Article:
China key to addressing Elephant survival in Africa

November 7, 2014

The slaughter of Africa’s elephants and the illegal trade in ivory is terrifying and if statistics being mentioned are anything to go by, then the situation is spiraling “out of control” and could push wild elephant’s extinction within a generation. A soon to be released joint report by Save the Elephants and The Aspinall Foundation shows that soaring quantities of ivory are being sold in rapidly growing numbers of shops in China, with over 100,000 elephants killed from 2010 to 2012.“Skyrocketing demand for ivory in China, the wholesale price of raw elephant tusks has tripled in just four years since 2010 have sparked a booming trade in smuggled ivory that is driving the unsustainable killing of elephants in Africa,” according to the report. Poaching has risen sharply across Africa in recent years, largely driven by rising demand in Asia for ivory which finds its way into jewelry and ornaments and rhino horn, which is coveted as a traditional medicine. Wildlife Investigators from the campaign groups are said to have visited scores of shops and factories in China, the world’s main ivory manufacturing center, comparing quantities on sale and costs.“Every metric on the ivory trade has exploded upwards in recent years. The prices of raw and worked ivory in China, number of licensed carving factories, retail outlets both illegal and legal, items on sale, all have shot up,” one of the investigators involved told your blogger recently.

A young elephant in Maasai Mara, Kenya
A young elephant in Maasai Mara, Kenya

The number of legal ivory stores in China shot up from 31 in 2004 to 145 last year, while the number of ivory carving factories increased from nine to 37 over the same period. The report concludes that illegal sale of ivory in unlicensed stores is growing just as fast. They also noted that prices for raw ivory in China had risen from $750 per kilo in 2010 to $2,100 this year. Organized crime syndicates are increasingly using poaching to fund their crimes, reaping the benefits of multi-billion-dollar demand. There is no doubt that China faces enormous challenges in law enforcement to control the ivory trade, as the number of rich business people in the country with interest in buying ivory continues to increase,” according to the report set for released in December. It is interesting that Chinese contract workers are going to Africa and buying increasing quantities of illegal ivory to smuggle. Save the Elephants estimates an average of 33,000 elephants have been lost to poachers each year between 2010 and 2012. Some in China using the legal trade in ancient mammoth tusk “as a cover for selling elephant ivory,” while the “growing legal ivory trade in China is providing a smokescreen for illegal activity.” China is making efforts to stem the trade although the measures were not going far enough. Report authors noted that Beijing has closed down factories and stores and at the same time jailed hundreds of dealers and sentencing a significant number of smugglers to life in prison. China holds the key to the future of elephants and without Beijing’s leadership in ending demand for ivory, the report will warn that Africa’s elephants could disappear from the wild within the next two decades.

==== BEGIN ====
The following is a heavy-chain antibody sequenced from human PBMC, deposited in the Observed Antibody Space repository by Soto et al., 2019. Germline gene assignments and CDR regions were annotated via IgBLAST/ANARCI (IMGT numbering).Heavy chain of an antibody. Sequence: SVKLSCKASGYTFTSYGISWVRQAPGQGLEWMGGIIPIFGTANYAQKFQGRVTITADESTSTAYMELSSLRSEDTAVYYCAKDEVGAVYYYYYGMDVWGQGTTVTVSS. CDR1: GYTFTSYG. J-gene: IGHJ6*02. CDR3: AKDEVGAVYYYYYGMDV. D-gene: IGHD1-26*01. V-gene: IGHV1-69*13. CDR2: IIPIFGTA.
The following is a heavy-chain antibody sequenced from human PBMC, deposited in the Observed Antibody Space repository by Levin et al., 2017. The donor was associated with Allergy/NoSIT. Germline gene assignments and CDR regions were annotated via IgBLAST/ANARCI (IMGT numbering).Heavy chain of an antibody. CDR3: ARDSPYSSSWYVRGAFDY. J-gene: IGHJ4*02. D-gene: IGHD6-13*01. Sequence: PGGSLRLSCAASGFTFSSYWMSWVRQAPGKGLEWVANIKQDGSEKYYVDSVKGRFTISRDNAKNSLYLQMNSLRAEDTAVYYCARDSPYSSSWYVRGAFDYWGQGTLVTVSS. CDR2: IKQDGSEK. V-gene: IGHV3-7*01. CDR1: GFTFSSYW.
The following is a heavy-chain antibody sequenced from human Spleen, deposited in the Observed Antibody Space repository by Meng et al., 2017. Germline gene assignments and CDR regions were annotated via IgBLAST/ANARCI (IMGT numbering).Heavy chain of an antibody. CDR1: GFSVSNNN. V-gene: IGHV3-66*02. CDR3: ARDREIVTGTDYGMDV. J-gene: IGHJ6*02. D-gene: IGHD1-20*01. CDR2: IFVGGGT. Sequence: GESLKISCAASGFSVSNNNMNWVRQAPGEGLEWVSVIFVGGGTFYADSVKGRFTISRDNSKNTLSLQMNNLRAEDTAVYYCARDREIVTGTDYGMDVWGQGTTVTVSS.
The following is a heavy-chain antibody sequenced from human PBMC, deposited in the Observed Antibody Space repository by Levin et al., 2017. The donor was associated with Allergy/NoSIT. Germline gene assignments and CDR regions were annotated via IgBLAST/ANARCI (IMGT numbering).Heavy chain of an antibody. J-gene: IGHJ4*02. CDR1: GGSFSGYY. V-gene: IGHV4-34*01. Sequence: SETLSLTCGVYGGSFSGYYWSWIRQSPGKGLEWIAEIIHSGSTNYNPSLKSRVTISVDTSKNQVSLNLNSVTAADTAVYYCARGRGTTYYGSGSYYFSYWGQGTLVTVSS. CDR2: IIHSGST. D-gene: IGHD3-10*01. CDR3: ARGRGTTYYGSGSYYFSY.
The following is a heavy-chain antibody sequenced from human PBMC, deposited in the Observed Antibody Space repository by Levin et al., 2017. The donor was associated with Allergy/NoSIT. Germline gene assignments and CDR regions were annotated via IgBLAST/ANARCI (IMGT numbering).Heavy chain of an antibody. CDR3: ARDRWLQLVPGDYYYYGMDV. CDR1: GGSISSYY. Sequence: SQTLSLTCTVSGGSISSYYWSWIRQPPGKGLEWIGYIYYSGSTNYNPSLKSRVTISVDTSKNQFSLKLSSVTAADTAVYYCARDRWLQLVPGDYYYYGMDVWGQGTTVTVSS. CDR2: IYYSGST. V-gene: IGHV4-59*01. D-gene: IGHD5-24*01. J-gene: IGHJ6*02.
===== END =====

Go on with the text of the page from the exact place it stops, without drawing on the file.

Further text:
Contador Harrison